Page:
You’ll Always Find Me In The Kitchen At Parties (Jona Lewie)

Kitchen At Parties

In 1980, Jona Lewie hit the chart with the humorous song You’ll Always Find Me in the Kitchen at Parties, but it wasn’t his first chart appearance. Jona had been in the business some 17 years by then, so how hardly anyone noticed?

Jona was born John Lewis in Southampton in March 1947. As a kid he learned to play the piano and in 1963, whilst still at school, joined his first band the Johnston City Jazz Band. The following year he joined another band, “That band were The Corsairs,” Jona recalled. “We were all just kids and it was just an R ‘n’ B band which was all the rage at that time in 1964 but we did get to back U.S singer Gene Vincent when he came over to England that year which was a special moment.”

In 1968 he embarked on a solo career, but the following year he was invited to join the already popular Brett Martin and the Thunderbolts. Unusual choice so soon after launching a solo career, John explained the reason, “When Graham, the leader, invited me to join the band in September 1969, I was still doing solo gigs as John Lewis as a blues singer but it was a good time in my life to join a band again because I was in my third year at college studying for a Degree and the solo gigs I was doing were becoming demanding because of my studies, whereas playing in a band was almost by definition not demanding on one’s nerves at all and actually enjoyable. Funnily enough for the first year with the Bretts I was the pianist only, mainly because of my studies, and I didn’t become one of the lead vocalists until about a year after I had joined. On the day I left college in June 1970 the band officially became professional where all the members of the band were agreed on doing more gigs.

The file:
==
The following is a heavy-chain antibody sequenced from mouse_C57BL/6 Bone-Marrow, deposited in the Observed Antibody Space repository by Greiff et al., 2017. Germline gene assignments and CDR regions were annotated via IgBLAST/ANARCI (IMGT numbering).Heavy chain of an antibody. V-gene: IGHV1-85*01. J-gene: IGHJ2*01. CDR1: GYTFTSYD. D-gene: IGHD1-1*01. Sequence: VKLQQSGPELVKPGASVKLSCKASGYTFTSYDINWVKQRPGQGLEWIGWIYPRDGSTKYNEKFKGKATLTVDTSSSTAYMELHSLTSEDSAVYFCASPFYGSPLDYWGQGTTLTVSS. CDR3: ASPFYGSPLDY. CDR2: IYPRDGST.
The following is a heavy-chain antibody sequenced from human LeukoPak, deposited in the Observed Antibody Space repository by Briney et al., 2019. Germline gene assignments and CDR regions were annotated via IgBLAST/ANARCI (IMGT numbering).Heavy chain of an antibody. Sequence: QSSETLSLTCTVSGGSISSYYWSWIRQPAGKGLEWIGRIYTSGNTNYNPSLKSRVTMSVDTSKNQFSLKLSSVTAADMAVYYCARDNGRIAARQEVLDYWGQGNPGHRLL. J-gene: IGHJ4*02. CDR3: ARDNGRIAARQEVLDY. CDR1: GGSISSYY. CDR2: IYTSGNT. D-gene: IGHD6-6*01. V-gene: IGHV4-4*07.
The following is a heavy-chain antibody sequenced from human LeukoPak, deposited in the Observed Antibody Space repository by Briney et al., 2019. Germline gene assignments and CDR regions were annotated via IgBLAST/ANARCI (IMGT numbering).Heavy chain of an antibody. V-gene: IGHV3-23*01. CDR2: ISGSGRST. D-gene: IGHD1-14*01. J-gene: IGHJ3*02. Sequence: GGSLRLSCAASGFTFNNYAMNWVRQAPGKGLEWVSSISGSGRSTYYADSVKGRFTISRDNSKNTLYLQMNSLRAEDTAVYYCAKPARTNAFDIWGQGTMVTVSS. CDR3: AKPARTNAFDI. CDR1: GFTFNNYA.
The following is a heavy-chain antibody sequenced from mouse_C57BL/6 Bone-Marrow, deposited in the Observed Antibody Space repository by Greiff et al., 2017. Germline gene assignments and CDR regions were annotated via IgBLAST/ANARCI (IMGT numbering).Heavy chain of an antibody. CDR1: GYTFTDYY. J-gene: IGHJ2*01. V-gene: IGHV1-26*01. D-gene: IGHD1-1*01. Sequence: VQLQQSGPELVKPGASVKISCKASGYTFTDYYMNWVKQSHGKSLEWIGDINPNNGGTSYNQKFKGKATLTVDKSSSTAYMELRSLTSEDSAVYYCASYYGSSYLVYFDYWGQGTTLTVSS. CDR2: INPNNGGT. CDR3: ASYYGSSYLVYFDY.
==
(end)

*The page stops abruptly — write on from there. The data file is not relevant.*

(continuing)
In an interview with Exclusive magazine, Jona explained about the name change, “My mother would sometimes call me ‘Jona’ as a nickname and friends at school would often call me ‘Lewie’. When I was thinking of developing a solo career I thought I would combine the two nicknames to make my stage name ‘Jona Lewie’ as opposed to ‘John Lewis’ as it seemed to be a bit more snazzy sounding. I wasn’t conscious of not wanting my name to be the same as the name of the shop in Oxford Street. At one point I was thrilled at having the same name as the John Lewis who was in the Modern Jazz Quartet except that I didn’t really play Modern Jazz.”